Founded in 1951, the Colorado Petroleum Association (CPA) is a statewide non-profit Colorado trade association comprised of member companies involved in every segment of Colorado’s oil and gas industry, including exploration and production, refining, transportation, supplier chain, pipeline and contractors.
The Colorado Oil & Gas Association (COGA) is a nationally recognized trade association that promotes the beneficial, efficient, responsible, and environmentally sound development, production, and use of Colorado’s oil and natural gas resources. With over 300 members, COGA provides a positive, proactive voice for the oil and gas ... Read More »
Dear Administrator McCarthy:
The Colorado Oil and Gas Association (COGA), with the input of its members, prepared and is pleased to submit these comments on the U.S. Environmental Protection Agency’s (EPA) proposed rules entitled “Oil and Natural Gas Sector: Emission Standards for New and Modified Sources,” published on September 18, 2015. 80 Fed. Reg. 56,593 (hereinafter referred to as “Quad Oa”). We are simultaneously providing comment on EPA’s draft control technical guidelines (CTGs) for the oil and natural gas industry. See 80 Fed. Reg. 56,577 (Sept. 18, 2015). The Colorado Petroleum Association (CPA) joins COGA in these com ... Read More »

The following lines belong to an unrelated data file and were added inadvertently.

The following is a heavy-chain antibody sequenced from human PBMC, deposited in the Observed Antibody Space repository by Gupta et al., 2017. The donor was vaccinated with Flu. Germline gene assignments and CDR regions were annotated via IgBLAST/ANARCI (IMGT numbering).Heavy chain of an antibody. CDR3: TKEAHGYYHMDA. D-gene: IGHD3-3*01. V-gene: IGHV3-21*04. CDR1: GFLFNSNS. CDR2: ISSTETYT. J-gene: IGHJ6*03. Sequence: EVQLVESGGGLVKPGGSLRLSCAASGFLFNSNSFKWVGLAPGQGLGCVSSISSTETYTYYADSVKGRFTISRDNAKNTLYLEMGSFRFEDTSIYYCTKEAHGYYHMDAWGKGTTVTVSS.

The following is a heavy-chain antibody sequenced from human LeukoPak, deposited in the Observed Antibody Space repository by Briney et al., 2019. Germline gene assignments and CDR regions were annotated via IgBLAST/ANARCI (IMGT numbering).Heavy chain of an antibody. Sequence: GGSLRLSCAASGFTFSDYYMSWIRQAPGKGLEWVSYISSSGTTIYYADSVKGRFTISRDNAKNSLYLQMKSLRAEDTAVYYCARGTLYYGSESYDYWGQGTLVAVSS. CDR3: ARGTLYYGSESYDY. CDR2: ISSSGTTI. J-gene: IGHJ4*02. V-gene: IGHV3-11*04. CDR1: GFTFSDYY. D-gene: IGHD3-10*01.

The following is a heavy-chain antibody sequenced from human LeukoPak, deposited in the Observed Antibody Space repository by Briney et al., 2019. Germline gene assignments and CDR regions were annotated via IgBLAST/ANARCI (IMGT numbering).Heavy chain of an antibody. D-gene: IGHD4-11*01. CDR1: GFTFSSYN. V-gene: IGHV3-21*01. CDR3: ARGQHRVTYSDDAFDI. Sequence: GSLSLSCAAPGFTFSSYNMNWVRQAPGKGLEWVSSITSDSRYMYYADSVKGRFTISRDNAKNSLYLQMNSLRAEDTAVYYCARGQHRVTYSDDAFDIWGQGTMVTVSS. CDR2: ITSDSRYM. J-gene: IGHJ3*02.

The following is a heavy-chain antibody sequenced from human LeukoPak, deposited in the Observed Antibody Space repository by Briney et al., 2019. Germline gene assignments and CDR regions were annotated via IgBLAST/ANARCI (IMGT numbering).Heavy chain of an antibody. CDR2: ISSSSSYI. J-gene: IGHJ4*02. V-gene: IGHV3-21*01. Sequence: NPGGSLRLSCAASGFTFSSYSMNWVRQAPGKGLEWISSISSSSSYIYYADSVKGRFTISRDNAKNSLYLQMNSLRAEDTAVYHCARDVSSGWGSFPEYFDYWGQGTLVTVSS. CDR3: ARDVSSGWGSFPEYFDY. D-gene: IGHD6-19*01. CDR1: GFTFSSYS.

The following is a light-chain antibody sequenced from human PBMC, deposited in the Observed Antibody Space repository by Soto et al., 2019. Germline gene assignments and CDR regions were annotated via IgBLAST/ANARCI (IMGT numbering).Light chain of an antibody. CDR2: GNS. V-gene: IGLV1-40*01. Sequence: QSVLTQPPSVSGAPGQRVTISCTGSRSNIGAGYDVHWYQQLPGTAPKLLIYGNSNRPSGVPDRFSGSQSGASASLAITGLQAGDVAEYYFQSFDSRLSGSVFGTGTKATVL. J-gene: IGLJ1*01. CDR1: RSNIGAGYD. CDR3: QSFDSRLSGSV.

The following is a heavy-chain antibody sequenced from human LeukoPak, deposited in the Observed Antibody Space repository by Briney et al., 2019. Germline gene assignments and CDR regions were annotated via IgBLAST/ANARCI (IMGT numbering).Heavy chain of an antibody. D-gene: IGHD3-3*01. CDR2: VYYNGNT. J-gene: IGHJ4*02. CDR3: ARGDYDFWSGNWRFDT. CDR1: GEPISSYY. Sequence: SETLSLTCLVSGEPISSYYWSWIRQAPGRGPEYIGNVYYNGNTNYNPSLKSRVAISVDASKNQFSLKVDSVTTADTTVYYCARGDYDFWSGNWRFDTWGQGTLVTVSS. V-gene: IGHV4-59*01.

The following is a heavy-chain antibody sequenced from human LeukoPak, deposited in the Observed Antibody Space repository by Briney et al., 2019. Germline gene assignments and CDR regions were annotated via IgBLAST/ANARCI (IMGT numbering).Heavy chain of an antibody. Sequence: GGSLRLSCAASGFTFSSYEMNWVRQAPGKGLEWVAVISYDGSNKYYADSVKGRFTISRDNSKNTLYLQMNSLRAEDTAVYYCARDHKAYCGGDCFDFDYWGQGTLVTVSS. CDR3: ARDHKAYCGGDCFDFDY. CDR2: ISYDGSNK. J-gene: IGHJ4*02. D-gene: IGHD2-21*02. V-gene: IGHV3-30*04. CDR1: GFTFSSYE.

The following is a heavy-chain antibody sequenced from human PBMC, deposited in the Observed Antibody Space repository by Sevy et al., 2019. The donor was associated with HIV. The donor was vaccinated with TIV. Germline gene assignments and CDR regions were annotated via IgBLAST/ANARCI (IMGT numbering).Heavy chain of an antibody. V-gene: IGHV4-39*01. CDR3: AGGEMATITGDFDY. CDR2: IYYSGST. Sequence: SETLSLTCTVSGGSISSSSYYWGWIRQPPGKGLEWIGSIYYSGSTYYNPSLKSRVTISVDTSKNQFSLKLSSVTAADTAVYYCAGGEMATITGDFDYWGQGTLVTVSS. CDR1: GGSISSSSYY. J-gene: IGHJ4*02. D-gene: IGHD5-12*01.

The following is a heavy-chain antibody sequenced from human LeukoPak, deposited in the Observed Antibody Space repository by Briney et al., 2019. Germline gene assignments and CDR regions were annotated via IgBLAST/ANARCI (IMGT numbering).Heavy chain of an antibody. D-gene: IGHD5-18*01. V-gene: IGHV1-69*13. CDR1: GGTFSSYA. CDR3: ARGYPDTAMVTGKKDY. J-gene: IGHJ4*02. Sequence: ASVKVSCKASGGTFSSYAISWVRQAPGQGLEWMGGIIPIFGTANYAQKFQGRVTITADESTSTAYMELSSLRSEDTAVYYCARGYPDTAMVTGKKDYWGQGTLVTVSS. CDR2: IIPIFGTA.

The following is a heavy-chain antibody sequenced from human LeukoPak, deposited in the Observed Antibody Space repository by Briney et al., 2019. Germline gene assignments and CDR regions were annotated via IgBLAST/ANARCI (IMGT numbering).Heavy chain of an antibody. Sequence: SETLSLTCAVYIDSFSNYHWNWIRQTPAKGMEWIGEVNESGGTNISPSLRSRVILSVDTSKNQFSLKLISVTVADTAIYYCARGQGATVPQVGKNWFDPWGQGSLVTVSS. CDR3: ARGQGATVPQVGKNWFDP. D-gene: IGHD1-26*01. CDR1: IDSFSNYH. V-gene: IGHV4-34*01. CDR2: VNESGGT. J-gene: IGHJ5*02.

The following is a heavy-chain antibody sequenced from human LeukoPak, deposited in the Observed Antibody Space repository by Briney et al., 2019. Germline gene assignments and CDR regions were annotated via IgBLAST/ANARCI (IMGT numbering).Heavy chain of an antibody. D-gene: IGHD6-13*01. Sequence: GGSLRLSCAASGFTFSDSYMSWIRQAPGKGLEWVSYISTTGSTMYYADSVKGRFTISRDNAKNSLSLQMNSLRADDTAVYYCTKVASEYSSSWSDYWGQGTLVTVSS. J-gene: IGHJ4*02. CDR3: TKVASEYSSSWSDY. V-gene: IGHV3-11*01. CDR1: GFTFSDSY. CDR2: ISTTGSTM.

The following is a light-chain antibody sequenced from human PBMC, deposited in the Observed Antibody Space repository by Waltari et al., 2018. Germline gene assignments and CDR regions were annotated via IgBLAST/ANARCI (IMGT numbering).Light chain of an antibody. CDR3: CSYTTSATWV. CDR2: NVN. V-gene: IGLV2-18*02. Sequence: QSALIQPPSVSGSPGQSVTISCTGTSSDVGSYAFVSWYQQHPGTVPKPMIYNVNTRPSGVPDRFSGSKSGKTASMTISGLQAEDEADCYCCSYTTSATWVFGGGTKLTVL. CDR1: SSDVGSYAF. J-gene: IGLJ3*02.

On February 23, 2014, at the conclusion of a five-day public hearing, Colorado’s Air Quality Control Commission
(AQCC) voted 8-1 to adopt new air rules for the oil and gas industry.
These regulations fully adopt federal regulations (EPA’s NSPS OOOO) and add controls and strategies to reduce
fugitive Volatile Organic Compounds (VOCs) and hydrocarbon emissions from condensate tanks and other sources.
This includes installation of emission control devices and implementation of leak detection and repair programs. The
new regulations will become effective in Spring 2014. Read More »
A study from Cornell University suggests that natural gas production climate benefits have been vastly overstated, largely due to the method of extraction known as hydraulic fracturing (HF).1 At issue is the amount of methane – a greenhouse gas (GHG) – released in to the atmosphere and whether this amount is significant enough to curtail the benefits of natural gas over other fossil fuels such as coal.
Author of the study, Professor Robert Howarth claims: “Compared to coal, the footprint of shale gas is at least 20 percent greater and perhaps more than twice as great on the 20-year horizon.” This has yielded significant skepticism ... Read More »
Learn about air emissions in context with this easy to understand infographic! Read More »